In the aftermath of the recent terrorist attacks in Paris, there has been widespread debate as to whether the United States should accept Syrian refugees. Although the investigation into the Paris attacks is ongoing, it appears that some of the terrorist involved in the attack posed as refugees in order to enter the country. The fear of a similar “Trojan Horse” attack in the United States has clearly struck a nerve and in some respects, divided the Country. Some argue that the United States was founded by immigrants, has a long history of welcoming and protecting refugees and should not let reflexive and irrational fear influence our social philosophy or domestic policy. Citing the Paris attack, others argue that until we have an effective and proven method of vetting Syrian immigrants, we should not accept them within our borders.
A number of state governors have recently joined this increasingly heated debate. For instance, Texas Governor Greg Abbott and Massachusetts Governor Charlie Baker, have explicitly stated that their respective states will not accept any more Syrian refugees. Louisiana Governor Bobby Jindal has gone so far as to issue an Executive Order to the State’s executive agencies, requiring the agencies to use all lawful means to prevent the resettlement of Syrian refugees within Louisiana. In contrast, Pennsylvania’s Governor Tom Wolf has welcomed the resettlement of Syrian refugees within the State.
Lost among the rhetoric as to whether the United States should or should not accept Syrian refugees, is the fact that state governors have absolutely no legal authority to prevent Syrian refugees from settling within their respective borders. Indeed, the law on this point is crystal clear. The United States Constitution and federal law vests all authority for accepting foreign refugees with the federal government, not the states. Any action taken by states to prevent refugees from settling within their borders, whether by executive order (as in the case of Governor Jindal) or by legislation would violate the United States Constitution and almost certainly would be struck down by a federal judge.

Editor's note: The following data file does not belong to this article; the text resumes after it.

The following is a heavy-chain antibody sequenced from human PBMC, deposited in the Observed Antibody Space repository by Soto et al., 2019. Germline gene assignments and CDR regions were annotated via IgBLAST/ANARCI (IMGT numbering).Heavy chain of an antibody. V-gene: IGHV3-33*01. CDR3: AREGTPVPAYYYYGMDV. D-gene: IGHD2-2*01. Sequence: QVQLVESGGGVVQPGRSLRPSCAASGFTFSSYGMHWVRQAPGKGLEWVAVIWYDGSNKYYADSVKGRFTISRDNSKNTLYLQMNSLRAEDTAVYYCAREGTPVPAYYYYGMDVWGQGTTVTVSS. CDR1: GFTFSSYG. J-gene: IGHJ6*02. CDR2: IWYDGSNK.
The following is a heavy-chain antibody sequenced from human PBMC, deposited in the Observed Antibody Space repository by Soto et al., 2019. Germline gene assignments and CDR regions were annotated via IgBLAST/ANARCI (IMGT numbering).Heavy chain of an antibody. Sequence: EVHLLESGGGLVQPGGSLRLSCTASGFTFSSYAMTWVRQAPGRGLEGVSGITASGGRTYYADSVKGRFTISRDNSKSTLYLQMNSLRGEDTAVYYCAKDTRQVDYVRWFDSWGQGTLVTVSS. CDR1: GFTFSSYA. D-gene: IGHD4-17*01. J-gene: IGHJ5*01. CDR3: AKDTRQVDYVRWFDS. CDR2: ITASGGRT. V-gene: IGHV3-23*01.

Article I, section 8 of the United States Constitution provides that the federal government (not state governments) shall have sole authority to “establish a uniform Rule of Naturalization.” This provision of the Constitution has been broadly construed by the United States Supreme Court and has been interpreted to preempt the majority of state laws dealing with immigration. In other words, state governors and legislators are not allowed to pass or enforce laws that deal with immigration or naturalization. This includes laws seeking to keep refugees out.
The United States Supreme Court addressed this issue a few years ago when Arizona attempted pass and enforce laws designed to be tough on illegal immigration. Justice Kennedy, writing for the majority in Arizona v. United States, cogently explained the Constitutional authority and rational for vesting the federal government (as opposed to the various states) with the sole right to regulate immigration:
The Government of the United States has broad, undoubted power over the subject of immigration and the status of aliens. . . . This authority rests, in part, on the National Government’s constitutional power to “establish an uniform Rule of Naturalization,” U.S. Const., Art. I, § 8, cl. 4, and inherent power as sovereign to control and conduct relations with foreign nations. . . .
The federal power to determine immigration policy is well settled. Immigration policy can affect trade, investment, tourism, and diplomatic relations for the entire Nation, as well as the perceptions and expectations of aliens in this country who seek the full protection of its laws. …
It is fundamental that foreign countries concerned about the status, safety, and security of their nationals in the United States must be able to confer and communicate on this subject with one national sovereign, not the 50 separate states.
In light of the Constitutional authority granting the federal government sole authority to deal with immigration, any state law or executive order seeking to keep foreign refugees out would be preempted by federal law. Specifically, any attempt by states to exclude refugees would be preempted by the federal Refugee Act of 1980, which permits the President to admit refugees facing “persecution or well-founded fear of persecution on account of race, religion, nationality, membership in a particular social group, or political opinion.”
So what does all of this mean for Syrian refugees? It means that if state governors actually attempted to follow through with their threats and bar Syrian refugees from entering their states, their actions would be illegal and certainly overturned by the federal courts.
James Goslee is a trial attorney in Philadelphia and can be reached at http://jamiegoslee.com/about/
Photo Credit: Kristy Pargeter, Dreamstime Stock Photos